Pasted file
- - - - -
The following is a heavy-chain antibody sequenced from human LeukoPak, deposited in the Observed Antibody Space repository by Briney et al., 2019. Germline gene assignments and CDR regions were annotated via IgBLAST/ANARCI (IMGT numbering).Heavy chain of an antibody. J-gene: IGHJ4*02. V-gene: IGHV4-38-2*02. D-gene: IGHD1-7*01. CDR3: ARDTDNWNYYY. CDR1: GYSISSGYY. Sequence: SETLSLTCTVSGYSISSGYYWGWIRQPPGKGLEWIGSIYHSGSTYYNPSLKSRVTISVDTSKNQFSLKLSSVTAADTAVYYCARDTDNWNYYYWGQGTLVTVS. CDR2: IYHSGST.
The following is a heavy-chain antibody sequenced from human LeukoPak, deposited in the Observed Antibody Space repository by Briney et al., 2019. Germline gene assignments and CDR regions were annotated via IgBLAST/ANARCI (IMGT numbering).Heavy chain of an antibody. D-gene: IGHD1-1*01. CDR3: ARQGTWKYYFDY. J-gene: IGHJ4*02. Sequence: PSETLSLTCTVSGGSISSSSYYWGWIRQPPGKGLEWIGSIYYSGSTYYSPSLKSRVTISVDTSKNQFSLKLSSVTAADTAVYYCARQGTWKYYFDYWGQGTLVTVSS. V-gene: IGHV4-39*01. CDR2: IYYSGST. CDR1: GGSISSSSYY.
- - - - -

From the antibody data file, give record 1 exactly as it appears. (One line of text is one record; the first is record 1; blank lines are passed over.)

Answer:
The following is a heavy-chain antibody sequenced from human LeukoPak, deposited in the Observed Antibody Space repository by Briney et al., 2019. Germline gene assignments and CDR regions were annotated via IgBLAST/ANARCI (IMGT numbering).Heavy chain of an antibody. J-gene: IGHJ4*02. V-gene: IGHV4-38-2*02. D-gene: IGHD1-7*01. CDR3: ARDTDNWNYYY. CDR1: GYSISSGYY. Sequence: SETLSLTCTVSGYSISSGYYWGWIRQPPGKGLEWIGSIYHSGSTYYNPSLKSRVTISVDTSKNQFSLKLSSVTAADTAVYYCARDTDNWNYYYWGQGTLVTVS. CDR2: IYHSGST.